THE SLENZ PROJECT
Yay! It’s a 2nd runner-up EDUBLOG
‘Oscar’ to SLENZ Project Team
‘Phenomenal’ result for team from Aotearoa/New Zealand
Aaron Griffiths at the head of the table, and Dr Clare Atkins, in black, left.
A chance meeting in Second Life three years ago between Dr Clare Atkins (SL: Arwenna Stardust), of the Nelson-Marlborough Institute of Technology, and education-online tools developer and Second Life builder Aaron Griffiths (SL: Isa Goodman) came to a climax this week with a second runner-up place for the SLENZ Project in the prestigious, international EDUBLOG 2009 awards in the “best educational use of a virtual world” category.
The placing for the the team from New Zealand was greeted with elation by SLENZ Project team members – “the best Christmas present ever “- and seen by independent educators, academics and education institution administrators as “fantastic”, “phenomenal” and “unprecedented.”
The New Zealand team won its second runner-up place in a competition which pitted it against 14 of the world’s best “virtual world” education organisations. The winner of the title was Virtual Graduation at the University of Edinburgh; the first runner-up, Virtual Round Table Conference; with the SLENZ Project sharing second runner-up status with ISTE’s Second Life island.
‘Set a benchmark’
“I think this is just phenomenal,” said Scott Diener, one of the world leaders in Second Life education and associate director, IT services, Academic Services, at The University of Auckland, in a message to the team. “The SLENZ team has truly set a benchmark against which other developments should measure. I hope I can say ‘I am so proud of you’ without it sounding pretentious…because I am so proud of you.”
Tony Gray, the chief executive of the Nelson Marlborough Institute of Technology which hosted the SLENZ Project initially on its island of Koru in Second Life, said in a message to Atkins on hearing the news: “This is a fantastic outcome and significantly achieved through your passion and commitment to the project. I am very proud that NMIT should have first of all taken a lead and secondly that we can show a peer-reviewed achievement as a result.”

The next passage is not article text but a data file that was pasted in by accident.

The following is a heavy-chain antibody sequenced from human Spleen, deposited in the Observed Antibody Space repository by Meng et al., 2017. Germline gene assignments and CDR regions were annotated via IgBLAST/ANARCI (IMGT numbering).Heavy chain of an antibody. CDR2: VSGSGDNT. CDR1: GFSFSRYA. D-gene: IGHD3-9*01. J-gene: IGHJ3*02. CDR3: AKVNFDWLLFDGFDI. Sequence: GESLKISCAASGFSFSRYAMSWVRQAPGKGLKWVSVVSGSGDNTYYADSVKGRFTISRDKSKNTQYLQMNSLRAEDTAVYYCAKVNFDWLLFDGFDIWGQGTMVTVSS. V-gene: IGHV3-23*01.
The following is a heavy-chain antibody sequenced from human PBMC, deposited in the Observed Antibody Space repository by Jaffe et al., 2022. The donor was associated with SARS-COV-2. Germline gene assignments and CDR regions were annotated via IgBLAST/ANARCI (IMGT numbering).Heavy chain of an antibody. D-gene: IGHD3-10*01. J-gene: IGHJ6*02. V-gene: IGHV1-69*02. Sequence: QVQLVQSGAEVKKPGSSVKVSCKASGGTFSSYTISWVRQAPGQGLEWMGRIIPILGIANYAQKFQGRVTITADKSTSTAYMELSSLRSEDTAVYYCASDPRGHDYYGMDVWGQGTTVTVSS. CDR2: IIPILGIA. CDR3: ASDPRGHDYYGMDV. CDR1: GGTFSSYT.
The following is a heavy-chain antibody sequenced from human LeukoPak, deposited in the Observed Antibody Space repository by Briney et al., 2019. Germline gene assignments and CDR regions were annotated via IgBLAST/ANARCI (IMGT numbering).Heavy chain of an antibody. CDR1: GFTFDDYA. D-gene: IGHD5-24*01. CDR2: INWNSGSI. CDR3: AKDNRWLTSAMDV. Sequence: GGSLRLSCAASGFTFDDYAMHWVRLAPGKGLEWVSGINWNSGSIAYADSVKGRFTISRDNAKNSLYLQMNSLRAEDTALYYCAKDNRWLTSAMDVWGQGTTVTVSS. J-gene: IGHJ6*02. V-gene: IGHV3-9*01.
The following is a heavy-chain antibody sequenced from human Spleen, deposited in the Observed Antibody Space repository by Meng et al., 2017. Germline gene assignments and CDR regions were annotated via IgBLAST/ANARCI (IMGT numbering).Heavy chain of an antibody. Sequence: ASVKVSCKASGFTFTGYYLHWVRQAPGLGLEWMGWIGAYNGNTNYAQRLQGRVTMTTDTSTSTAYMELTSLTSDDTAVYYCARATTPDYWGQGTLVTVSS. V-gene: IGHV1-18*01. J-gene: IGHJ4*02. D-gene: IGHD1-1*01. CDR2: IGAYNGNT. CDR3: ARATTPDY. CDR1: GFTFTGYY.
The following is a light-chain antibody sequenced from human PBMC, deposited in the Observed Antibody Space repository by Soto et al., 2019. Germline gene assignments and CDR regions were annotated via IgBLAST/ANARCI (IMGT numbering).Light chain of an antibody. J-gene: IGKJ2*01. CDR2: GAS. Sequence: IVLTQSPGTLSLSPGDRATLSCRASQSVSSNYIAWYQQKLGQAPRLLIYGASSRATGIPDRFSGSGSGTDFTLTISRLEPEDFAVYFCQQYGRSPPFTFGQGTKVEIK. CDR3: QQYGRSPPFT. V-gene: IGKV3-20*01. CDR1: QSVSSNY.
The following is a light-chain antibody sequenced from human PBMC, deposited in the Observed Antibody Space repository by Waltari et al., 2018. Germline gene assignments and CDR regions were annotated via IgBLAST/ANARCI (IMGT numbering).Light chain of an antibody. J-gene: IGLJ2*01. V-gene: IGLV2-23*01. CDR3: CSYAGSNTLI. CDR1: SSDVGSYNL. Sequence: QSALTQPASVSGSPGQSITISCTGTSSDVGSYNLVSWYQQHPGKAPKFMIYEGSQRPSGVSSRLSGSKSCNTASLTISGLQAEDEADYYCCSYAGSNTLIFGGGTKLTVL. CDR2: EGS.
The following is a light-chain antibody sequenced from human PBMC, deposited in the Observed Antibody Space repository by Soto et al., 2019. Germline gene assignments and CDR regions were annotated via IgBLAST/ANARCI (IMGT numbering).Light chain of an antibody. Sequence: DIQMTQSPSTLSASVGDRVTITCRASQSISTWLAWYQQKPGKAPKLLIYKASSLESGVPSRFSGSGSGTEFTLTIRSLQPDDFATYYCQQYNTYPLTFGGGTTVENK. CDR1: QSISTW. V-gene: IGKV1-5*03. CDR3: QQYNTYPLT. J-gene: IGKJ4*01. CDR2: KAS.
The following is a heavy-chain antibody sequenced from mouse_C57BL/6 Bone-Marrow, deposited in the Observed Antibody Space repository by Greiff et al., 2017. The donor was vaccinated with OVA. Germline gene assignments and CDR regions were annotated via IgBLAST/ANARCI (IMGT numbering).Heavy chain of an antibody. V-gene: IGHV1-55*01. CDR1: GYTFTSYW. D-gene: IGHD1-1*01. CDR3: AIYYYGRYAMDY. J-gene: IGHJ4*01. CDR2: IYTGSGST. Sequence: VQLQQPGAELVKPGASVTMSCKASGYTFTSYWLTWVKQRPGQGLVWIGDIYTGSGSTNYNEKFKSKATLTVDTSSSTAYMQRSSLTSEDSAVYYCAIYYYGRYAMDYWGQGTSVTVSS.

The SLENZ Project grew out of that first meeting between Atkins and Griffths who both dreamed of seeing “students interacting with each other and their international peers, with the Second Life environment, with teachers, domain experts, inspirational speakers from all over the “real” world”. The project was funded by the New Zealand Government’s Tertiary Education Commission. It has been completely developed under Creative Commons license with all builds freely available for use or acquisition by anyone with “full permissions.”
The EDUBLOG placings were chosen by public vote.
a Jokaydia un-conference presentation
The SLENZ Project creations – 2. The Kowhai Island arrival pad.
The SLENZ Project creations – 3. Manukau Institute of Technology’s
Foundation (Bridging) Learning Pilot Programme
“I don’t think either of us ever really imagined that only three years later we would have been part of a team that had not only helped to realise that dream but had succeeded beyond our wildest hopes,” Atkins said today commenting on the award to the NZ$500,00 project . It was designed to determine whether there were benefits from providing education in a virtual world and, if so, how those benefits could best be harnessed.
‘Lil, happy dance’
Aaron Griffths Second Life alter ego, Isa Goodman, “smiled and did a lil, happy dance” inside Second Life, on hearing the news, according to Griffiths, the SLENZ Project’s lead developer.
Griffiths added, “This is a great achievement and I think all the team should be proud of what we have accomplished. It is wonderful to have peer recognition that we have done something right in our attempt to explore the educational possibilities of virtual worlds and I hope that New Zealand will not now drop the ball as this award, I believe. recognises, we are up there with the best.
“On a personal level I am very proud to have produced builds that have been received so well,” he said. “I believe it gives some credence to the methodologies used in them and in particular to the Foundation Studies build, which was deliberately designed to capture some of the elements of play that an environment like Second Life allows.
“It showed I think a possible pathway for developing learning that can engage and be fun and still have a positive outcome in terms of student achievement.”
The core SLENZ team members who worked on the project, besides Neal, Atkins and Griffiths, included from time to time, Merle Lemon, Sarah Stewart, Todd Cochrane, Leigh Blackall, Ben Salt, Henry Work and John Waugh.
Filed under: Education, Education in Second Life, Education in virtual worlds, Second Life, SLENZ Project, Virtual Worlds | Tagged: Aaron Griffths, Ben Salt, Clare Atkins, EDUBLOG 2009, Henry Work, John Waugh, Leigh Blackall, Manukau Institute of Technology, Merle Lemon, Nelson Marlborough Insitute of Technology NMIT, Sarah Stewart, Scott Diener, SLENZ Project, Terry Neal, The University of Auckland, Todd Cochrane, Tony Gray |